Along comes a frightening new report showing levels of arsenic and lead are above the “safe limits” (read: there are no safe limits!) in common brands of apple and grape juice. Surprisingly, organic juices were no better.
Arsenic levels ranged from 1.1 ppb (parts per billion) to 13.9 ppb in apple juice, and those in grape juice were higher still: from 5.9-24.7 ppb. Lead was found to be 13.6 and 15.9 ppb in the most offending apple and grape juices, respectively. The government lacks standards on what are considered safe levels of arsenic and lead in apple and grape juice, but to put the above numbers in perspective, in bottled drinking water, the upper safe limit for arsenic is 10 ppb.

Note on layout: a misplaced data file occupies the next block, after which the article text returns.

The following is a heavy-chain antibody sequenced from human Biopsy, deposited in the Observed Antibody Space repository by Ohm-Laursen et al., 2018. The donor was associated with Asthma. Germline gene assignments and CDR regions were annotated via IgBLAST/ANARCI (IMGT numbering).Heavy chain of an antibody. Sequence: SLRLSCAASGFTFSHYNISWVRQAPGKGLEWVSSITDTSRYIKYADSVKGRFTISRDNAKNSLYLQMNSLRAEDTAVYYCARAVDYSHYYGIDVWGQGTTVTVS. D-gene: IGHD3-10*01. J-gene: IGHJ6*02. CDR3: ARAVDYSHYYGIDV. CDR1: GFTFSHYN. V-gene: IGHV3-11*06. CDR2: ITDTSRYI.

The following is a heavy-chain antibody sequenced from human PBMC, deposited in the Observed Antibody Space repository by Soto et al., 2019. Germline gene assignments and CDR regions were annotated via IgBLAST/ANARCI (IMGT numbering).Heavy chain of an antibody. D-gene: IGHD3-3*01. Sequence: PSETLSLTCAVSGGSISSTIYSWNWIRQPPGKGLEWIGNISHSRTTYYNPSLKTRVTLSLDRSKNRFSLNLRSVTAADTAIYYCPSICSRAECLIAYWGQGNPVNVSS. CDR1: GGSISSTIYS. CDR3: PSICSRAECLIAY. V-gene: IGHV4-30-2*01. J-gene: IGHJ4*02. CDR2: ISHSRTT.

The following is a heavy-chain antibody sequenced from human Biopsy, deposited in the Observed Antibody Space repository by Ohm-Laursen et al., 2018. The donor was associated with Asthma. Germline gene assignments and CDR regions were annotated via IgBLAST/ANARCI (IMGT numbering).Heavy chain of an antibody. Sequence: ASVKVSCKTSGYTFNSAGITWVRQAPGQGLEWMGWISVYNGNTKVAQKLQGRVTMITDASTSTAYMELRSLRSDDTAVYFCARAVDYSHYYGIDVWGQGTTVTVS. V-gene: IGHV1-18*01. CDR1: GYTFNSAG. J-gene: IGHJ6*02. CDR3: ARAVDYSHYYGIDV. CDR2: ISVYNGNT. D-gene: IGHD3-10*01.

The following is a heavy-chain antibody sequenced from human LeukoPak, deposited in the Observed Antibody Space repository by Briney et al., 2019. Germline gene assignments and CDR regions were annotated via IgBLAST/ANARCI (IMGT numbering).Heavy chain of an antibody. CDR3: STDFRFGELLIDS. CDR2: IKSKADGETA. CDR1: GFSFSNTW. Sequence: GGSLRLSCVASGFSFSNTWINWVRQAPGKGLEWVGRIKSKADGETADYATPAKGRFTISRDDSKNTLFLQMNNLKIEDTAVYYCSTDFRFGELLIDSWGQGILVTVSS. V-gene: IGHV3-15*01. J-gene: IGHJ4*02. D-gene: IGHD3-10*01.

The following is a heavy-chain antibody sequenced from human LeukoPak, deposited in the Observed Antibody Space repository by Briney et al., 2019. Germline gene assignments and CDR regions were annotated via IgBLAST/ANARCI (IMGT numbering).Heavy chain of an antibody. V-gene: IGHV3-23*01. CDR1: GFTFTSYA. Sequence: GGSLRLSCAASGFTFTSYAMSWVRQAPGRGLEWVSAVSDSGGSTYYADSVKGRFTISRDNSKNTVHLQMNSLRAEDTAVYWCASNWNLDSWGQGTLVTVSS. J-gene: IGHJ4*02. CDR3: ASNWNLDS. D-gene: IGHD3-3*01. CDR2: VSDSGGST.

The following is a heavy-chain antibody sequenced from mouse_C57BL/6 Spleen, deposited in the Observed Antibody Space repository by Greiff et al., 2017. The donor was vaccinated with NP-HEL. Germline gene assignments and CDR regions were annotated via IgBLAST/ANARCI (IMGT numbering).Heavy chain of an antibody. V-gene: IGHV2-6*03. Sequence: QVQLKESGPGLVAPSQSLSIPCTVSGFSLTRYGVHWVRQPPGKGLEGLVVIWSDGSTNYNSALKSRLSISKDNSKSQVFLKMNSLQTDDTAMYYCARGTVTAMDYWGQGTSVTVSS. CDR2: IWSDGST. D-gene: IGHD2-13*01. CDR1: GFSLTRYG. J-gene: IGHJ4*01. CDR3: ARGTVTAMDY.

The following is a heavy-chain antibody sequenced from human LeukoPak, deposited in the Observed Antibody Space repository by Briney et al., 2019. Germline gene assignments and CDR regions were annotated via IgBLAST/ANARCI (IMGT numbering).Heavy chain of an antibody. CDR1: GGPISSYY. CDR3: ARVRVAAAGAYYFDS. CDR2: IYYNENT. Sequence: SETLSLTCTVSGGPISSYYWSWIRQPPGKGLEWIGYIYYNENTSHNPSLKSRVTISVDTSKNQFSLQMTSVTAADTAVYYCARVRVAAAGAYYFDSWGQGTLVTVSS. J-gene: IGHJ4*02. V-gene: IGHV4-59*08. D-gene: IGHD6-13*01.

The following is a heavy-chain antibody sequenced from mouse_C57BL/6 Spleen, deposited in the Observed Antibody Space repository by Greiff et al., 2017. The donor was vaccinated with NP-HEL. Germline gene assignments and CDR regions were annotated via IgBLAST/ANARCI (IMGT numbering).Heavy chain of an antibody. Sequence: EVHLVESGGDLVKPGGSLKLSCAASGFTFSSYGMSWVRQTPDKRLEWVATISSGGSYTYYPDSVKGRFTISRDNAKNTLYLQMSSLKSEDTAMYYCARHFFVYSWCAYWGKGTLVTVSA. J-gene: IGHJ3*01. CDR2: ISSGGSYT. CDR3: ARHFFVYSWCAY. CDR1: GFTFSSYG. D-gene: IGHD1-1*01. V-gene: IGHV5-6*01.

It makes you want to avoid fruit juice altogether – something I’m definitely for. Juice can be a great treat (once in a while), but it lacks the fiber that the whole fruit provides. Grab an apple, pear or handful of grapes instead, and try to get away from feeding your kids juice.
Time Magazine has a good write-up on the full story here.
To view the Consumer Report and find out which brands contained arsenic and lead, click here.